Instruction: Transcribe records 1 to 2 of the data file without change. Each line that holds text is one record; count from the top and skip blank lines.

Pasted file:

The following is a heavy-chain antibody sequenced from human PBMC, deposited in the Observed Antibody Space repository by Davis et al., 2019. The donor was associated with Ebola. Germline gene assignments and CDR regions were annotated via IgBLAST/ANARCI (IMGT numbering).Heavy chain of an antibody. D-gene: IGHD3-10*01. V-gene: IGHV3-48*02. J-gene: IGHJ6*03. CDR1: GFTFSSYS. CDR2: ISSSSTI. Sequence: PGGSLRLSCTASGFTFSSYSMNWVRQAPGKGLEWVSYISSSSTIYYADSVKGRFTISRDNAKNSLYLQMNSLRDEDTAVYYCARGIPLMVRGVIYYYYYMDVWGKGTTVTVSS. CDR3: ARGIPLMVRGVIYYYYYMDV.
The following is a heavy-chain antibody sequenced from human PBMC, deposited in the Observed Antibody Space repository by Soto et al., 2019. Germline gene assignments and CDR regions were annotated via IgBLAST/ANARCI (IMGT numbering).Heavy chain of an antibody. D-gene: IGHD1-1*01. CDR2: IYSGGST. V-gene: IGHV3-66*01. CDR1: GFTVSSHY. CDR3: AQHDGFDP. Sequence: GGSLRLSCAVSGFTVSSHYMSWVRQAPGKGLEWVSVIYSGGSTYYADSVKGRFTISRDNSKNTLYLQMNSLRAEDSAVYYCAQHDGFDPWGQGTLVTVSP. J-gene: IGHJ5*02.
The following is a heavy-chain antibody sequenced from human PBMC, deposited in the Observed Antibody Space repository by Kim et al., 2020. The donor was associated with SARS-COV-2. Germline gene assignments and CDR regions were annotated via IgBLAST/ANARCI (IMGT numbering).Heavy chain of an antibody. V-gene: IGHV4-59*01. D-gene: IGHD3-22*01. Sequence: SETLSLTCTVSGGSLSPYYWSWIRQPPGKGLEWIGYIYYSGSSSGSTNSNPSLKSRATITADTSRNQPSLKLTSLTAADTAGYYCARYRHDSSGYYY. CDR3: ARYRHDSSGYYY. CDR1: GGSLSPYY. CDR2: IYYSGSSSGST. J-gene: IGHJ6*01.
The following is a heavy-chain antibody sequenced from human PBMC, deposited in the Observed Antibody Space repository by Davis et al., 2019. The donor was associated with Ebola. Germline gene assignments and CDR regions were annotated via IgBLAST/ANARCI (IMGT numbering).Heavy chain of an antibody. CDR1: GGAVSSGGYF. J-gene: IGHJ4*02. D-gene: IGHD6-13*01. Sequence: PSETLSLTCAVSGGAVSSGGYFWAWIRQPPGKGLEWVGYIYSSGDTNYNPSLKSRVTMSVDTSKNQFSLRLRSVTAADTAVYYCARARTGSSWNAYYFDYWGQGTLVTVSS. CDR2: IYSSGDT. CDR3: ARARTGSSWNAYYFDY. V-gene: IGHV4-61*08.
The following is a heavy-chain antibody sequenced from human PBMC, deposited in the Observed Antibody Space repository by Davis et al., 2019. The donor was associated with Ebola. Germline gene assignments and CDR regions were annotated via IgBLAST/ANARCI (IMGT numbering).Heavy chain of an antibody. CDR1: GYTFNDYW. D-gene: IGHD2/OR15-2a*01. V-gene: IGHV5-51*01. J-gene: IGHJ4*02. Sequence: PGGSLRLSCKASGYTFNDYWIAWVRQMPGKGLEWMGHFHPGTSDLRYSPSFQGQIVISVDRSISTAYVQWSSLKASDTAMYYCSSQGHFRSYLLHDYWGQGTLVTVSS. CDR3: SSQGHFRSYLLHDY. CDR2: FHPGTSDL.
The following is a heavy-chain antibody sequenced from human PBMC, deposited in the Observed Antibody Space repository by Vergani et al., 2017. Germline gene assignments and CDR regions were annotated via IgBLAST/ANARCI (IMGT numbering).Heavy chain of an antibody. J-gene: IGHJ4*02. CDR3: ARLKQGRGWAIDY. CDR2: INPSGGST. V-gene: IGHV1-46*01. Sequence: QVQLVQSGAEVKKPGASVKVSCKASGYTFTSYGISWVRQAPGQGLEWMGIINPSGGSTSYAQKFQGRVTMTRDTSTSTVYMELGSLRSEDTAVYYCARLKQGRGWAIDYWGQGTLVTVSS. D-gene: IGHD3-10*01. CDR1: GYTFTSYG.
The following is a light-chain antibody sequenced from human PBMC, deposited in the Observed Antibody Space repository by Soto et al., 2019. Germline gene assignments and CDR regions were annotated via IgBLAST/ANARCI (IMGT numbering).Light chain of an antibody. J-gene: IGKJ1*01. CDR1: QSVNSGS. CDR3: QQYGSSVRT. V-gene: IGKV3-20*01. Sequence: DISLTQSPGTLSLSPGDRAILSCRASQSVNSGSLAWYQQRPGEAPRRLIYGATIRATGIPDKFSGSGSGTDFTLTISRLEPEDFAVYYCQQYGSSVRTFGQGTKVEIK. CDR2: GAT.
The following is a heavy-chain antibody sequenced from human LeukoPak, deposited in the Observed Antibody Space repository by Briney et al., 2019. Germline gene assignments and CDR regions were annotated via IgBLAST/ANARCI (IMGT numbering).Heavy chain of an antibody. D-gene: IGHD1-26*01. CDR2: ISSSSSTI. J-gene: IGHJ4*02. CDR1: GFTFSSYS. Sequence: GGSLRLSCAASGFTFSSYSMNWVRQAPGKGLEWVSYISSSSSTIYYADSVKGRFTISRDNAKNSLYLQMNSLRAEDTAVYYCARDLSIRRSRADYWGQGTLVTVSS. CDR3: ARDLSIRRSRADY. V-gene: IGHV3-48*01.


The following is a heavy-chain antibody sequenced from human PBMC, deposited in the Observed Antibody Space repository by Davis et al., 2019. The donor was associated with Ebola. Germline gene assignments and CDR regions were annotated via IgBLAST/ANARCI (IMGT numbering).Heavy chain of an antibody. D-gene: IGHD3-10*01. V-gene: IGHV3-48*02. J-gene: IGHJ6*03. CDR1: GFTFSSYS. CDR2: ISSSSTI. Sequence: PGGSLRLSCTASGFTFSSYSMNWVRQAPGKGLEWVSYISSSSTIYYADSVKGRFTISRDNAKNSLYLQMNSLRDEDTAVYYCARGIPLMVRGVIYYYYYMDVWGKGTTVTVSS. CDR3: ARGIPLMVRGVIYYYYYMDV.
The following is a heavy-chain antibody sequenced from human PBMC, deposited in the Observed Antibody Space repository by Soto et al., 2019. Germline gene assignments and CDR regions were annotated via IgBLAST/ANARCI (IMGT numbering).Heavy chain of an antibody. D-gene: IGHD1-1*01. CDR2: IYSGGST. V-gene: IGHV3-66*01. CDR1: GFTVSSHY. CDR3: AQHDGFDP. Sequence: GGSLRLSCAVSGFTVSSHYMSWVRQAPGKGLEWVSVIYSGGSTYYADSVKGRFTISRDNSKNTLYLQMNSLRAEDSAVYYCAQHDGFDPWGQGTLVTVSP. J-gene: IGHJ5*02.